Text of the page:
Thursday, June 26, 2014

Steve Belasco:

Five Odd Reflections on Memory
On time
And Death

At the end of them
Thirty years compact
In that black hole
Where gravity depraved
Their time
When time is all they are.
Nothing escapes
Black hole time -
It has its own; and
Lusts to own it all.
It will,
And at the end of them
Thirty years will
Be timeless
Be nothing
Be only
The memory you make of them
In that black hole
Where you would
Pick up pieces of them
If there were some.

Years get counted
At the end:
The incomplete
Get no credit.
Obituaries never
Note the months, the days:
Don’t number the last hours.
The time you last
Will be an integer.
Halfway, most,
Notions for poems
Do not count.

In the insignificance
Of months,
Of days, of hours, minutes
Of efforts and attempts
Of all the almost done
We find uncounted
Coins too few
To matter much
Like small remainders
In results of long division:
Unsatisfactory but there.

I store moments
In a glass jar
Like collected coins
And have them
Where I can see them
Even reach in
And feel how many there are
And how surprisingly
Similar they feel
Their faces
The inscriptions
The raised edges
Wearing away
With each touch
Like water
Lapping gravel
The moments
Smoothed past recognition
And past

Intermittently at night
The dead email
Me brief
About mistakes
They made attaching
Of stuff that never happened.
Muscleless they can’t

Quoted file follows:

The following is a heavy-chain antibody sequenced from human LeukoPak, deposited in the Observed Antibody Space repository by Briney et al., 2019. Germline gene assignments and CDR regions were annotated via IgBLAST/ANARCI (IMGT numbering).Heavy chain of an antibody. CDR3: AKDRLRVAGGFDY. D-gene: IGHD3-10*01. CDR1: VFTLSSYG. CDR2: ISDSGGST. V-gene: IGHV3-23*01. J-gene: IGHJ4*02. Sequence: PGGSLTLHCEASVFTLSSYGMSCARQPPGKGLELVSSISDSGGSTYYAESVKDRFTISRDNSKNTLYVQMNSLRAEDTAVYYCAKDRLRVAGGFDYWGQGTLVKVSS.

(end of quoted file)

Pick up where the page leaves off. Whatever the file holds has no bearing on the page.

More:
Shampoo the mud
They tracked on carpet
That I’ve since replaced;
They write instead
With typos and want
Understanding or
To blame the pet.
Face down flat
Blindly they reach back
As best the dirt load
Lets them
And even after they’ve been eaten
Past the fingers
Their message lingers.
I won’t reply.
I won’t disturb
The misery that binds us.
No forgiveness
Better than forgetting. 
And soon enough
They will stop writing.

May is a good month for lawns
On my block.  They’re spread
Out like dry goods at market
And tempt you to lift the edge
And feel them between your fingers.

They are made right here,
The techniques passed down,
Though these days there’s power
Instead of push
And few are handmade.

Old timers will tell you on weekends
You could hear blades shuttle
Rising and falling
All over the neighborhood
Like orchestrated looms

And sniff the leakage from slit grass
Its heavy tang where fumes
Now rise off the motor boat beat
Of one-pistoned four wheelers
Wrangled by masked Mexicanos.

These days the edges
Trim quick and rectilinear
Where once it took
Hand clippers and snips
To correct grass that went too far.

And it’s every day of the week
Now neighborhood samurai
No longer reach into the folds of garages
And Saturdays unleash curved blades
On lawns and by noon

Have left only traces
Of green stain and severed
Fingers of motionless grass
Littered about for honor,
The dignity of order
And the neighborhood.

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